The most asked question in Classes…
“When am I supposed to change my needle?”
Using sewing machine in class, there are undoubtedly hiccups along the way, clunking, loopy stitches..the first thing I ask is when did you last change your needle!
Well I have official recommendation from Schmetz themselves in the video link..Here
Machine needles should be replaced after a maximum sewing time of 8 hours. Replace needles more frequently when sewing synthetic fabric, appliqués or machine embroidery. This will avoid skipped stitches, fabric pulls and frayed threads. Machine needles are designed to break or shear off for the protection of the sewing machine hook mechanism, bobbin case, presser foot, or needle plate. If a needle bends or burrs, do not sew with it. When a machine needle breaks, it is a warning to check the following: ~The needle type and size is correct? ~Is the thread too thick or unsuitable for the needle size and application? ~Is the upper thread feeding freely? ~Are the thread tensions set too tight? ~Does the machine need cleaning? ~Is the correct presser foot fitted? ~Is the correct sewing technique being used? ~Is the fabric being pulled, pushed or dragged during sewing? ~Twin needles usually break due to excessive heat build up. Reduce speeds and avoid prolonged usage.
Thread breakage can be caused by resistance of thread going through the needle eye/size. A good rule of thumb is that thread should not take up more than 1/2 the space of or in the needle eye depending on thread texture. Thread a needle in your hand and let the needle slide down over the length of the thread. If there is too much resistance, it may show up as broken thread due to heat built up in higher speed sewing and/or just restriction and resistance in the needle eye which can cause thread to shred and break. There can be many more reasons for thread shredding and breaking, other than just matching correct needle eye size to thread size.
The needle is not a permanent machine part. Needles get dull from use. Needles are meant to be changed. Clues to Changing the Needle – Shredding or broken threads – – Skipped stitches – – Puckered or damaged fabrics – – Wiggly squiggly seams – – Popping, clicking or clunking sound –
Schmetz German-made sewing machine needles have been made to the highest quality since 1851.
Only Schmetz provides sewers worldwide with the consistent quality that sews the perfect stitch every time.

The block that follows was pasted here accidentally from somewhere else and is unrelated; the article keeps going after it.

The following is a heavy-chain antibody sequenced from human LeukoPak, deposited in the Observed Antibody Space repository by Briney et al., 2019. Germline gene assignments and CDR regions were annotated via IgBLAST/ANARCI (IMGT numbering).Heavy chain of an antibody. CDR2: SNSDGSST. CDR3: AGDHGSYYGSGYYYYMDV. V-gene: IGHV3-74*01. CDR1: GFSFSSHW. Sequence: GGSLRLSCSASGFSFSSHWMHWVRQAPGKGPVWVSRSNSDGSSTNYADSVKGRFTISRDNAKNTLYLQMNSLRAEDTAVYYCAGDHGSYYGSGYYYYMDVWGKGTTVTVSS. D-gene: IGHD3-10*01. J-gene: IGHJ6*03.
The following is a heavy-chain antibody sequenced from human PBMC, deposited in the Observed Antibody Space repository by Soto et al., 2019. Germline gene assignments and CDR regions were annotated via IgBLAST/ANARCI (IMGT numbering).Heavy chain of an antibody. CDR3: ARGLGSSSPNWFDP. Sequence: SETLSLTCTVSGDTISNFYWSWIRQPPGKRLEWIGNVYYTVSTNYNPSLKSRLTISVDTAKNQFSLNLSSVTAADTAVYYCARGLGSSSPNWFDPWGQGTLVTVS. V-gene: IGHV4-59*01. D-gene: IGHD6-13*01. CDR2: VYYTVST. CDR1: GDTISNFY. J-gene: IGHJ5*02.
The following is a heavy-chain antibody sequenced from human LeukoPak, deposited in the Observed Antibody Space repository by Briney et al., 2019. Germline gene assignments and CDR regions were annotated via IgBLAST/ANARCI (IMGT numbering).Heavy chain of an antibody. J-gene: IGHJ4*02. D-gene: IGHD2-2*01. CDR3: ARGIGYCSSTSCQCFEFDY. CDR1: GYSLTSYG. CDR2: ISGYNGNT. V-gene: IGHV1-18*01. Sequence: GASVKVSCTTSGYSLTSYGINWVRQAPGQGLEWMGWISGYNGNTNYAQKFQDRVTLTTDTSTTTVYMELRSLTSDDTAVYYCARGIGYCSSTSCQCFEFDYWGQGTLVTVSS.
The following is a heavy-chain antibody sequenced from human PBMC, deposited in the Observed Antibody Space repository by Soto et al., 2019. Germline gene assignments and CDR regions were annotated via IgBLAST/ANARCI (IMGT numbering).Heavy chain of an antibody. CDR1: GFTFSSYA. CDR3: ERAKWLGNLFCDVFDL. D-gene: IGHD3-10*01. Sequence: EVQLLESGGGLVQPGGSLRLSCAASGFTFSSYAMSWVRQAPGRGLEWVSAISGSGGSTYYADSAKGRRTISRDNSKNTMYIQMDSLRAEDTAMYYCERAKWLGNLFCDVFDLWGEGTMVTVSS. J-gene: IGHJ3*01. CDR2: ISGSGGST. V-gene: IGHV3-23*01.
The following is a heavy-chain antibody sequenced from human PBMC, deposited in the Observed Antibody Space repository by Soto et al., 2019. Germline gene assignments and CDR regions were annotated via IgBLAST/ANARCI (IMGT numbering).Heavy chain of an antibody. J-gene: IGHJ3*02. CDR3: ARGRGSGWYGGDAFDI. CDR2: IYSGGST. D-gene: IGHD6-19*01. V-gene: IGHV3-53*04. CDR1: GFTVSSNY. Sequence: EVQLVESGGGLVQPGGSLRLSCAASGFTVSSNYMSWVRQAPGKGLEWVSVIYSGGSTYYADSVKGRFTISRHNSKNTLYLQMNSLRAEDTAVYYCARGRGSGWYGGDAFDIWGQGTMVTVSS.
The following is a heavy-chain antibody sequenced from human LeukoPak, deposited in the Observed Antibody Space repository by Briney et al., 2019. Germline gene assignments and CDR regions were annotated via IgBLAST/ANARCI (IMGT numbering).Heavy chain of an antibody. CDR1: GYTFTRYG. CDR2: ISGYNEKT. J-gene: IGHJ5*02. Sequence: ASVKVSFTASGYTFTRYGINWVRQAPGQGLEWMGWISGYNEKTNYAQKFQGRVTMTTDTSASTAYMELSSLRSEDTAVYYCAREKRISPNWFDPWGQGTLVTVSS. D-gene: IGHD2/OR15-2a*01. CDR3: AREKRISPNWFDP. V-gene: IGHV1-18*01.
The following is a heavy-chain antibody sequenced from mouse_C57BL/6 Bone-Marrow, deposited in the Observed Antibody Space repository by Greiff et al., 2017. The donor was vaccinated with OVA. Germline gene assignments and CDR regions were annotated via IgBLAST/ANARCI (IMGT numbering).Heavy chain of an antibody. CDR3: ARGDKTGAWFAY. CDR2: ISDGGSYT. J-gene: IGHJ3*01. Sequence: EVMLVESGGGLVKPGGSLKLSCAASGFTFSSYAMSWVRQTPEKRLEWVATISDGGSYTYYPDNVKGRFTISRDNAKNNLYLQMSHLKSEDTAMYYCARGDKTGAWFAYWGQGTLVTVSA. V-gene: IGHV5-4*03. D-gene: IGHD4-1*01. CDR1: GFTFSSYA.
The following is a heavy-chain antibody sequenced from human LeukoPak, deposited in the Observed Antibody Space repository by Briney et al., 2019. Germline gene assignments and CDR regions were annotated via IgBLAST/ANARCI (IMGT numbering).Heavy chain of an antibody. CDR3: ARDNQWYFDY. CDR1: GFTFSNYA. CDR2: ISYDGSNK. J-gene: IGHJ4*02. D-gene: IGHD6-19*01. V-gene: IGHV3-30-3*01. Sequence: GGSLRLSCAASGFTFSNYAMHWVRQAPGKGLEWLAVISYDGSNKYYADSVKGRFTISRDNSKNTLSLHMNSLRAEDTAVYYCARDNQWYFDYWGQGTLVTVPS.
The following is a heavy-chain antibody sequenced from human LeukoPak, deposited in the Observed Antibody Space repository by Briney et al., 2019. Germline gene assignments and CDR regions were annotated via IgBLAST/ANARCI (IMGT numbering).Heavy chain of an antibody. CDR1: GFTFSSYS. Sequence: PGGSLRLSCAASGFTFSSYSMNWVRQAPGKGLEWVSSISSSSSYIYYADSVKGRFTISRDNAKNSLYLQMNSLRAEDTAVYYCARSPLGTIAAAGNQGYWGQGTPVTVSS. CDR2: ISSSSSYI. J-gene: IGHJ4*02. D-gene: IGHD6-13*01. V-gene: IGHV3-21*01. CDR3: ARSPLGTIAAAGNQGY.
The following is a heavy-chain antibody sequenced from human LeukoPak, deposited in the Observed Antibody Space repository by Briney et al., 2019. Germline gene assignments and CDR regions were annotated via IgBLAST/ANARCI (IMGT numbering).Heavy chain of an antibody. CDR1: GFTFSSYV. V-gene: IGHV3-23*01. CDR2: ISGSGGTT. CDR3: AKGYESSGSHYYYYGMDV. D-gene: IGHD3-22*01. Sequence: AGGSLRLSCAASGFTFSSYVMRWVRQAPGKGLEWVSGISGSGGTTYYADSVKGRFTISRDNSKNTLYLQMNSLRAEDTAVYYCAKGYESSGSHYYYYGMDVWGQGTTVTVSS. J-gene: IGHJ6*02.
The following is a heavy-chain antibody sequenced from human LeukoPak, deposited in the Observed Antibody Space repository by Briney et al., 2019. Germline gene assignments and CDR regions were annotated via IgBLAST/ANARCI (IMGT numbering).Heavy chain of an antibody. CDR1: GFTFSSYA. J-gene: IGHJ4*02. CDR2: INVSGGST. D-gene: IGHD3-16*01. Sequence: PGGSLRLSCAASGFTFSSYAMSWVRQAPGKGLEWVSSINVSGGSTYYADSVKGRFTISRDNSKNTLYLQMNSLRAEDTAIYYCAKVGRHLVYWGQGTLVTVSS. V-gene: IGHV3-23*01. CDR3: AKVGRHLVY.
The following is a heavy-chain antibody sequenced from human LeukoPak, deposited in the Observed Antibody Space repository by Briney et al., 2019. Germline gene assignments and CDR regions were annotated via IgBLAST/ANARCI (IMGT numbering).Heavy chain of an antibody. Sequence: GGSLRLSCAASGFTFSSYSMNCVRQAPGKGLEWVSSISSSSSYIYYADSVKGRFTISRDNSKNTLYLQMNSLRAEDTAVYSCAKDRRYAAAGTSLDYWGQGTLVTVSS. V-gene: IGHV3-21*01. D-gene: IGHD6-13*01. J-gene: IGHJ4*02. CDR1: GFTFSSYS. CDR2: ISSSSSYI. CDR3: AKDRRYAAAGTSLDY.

While other companies attach fancy names to discounted cheap needle products, Schmetz pursues an active development and research program aimed at continually improving the performance of its needles ensuring that Schmetz sewing machine needles with consistently pull through the demands of the most challenging sewing applications and projects.
Some people don’t realize that the sewing machine needle is the most important element in the stitch forming process.
Many needle companies wish they could match the amount of time, detail and quality of material that does into making every high quality Schmetz needle.
In terms of sewing satisfaction, the price of using cheap discounted needles always exceeds the cost of the purchase!
Using the correct needles for every different sewing applications makes all the difference to your sewing!
Suitable for Singer, Brother, Janome, Frister + Rossmann, Bernina, Pfaff, Elna, Jaguar, Quilting Club, Husqvarna and all other household sewing machine brands.
With a huge range including Universal (Regular), Jersey / Ball Point, Stretch, Jeans / Denim, Leather, Quilting, Embroidery, Overlock, Metallic, Hemstitch / Wing, Topstitch, Quick Threading / Handicap / Easythread, Microtex, Double Eye, Spring, Twin, Triple etc.
So don’t fret.. change your needle!
My sister passed on an old shelf that my nephew used to keep his fossil collection on…
A first coat of ‘off white’ emulation paint is applied.
As i was storing my ‘Stewart Gill‘ paints, of course I had to decorate it with their products!!
I chose Green, Blue, and Hot Pink from the ‘TrueColour collection. And at the bottom I used scrumptious Violet from the Colourise collection. I blended the colours towards the corners to get a nice graduation.
Pinning double edge binding on with
Quilting Pins by Clover
The binding is pressed raw edges together before pinning onto the right side of the quilt. I usually join enough strips together to fit all around the quilt, so folding it round the corner finished at 45 degrees is neat.
This photo shows the binding on the last stage, bringing the folded edge over to the back & then machining.
The appliquéd bunting is also done with Minky, it’s great because it doesn’t fray!
This sweet quilt was patched with Riley Blake’s The simple life collection. And minkee bunting to add a bit of detail.
Still Avaliable 🙂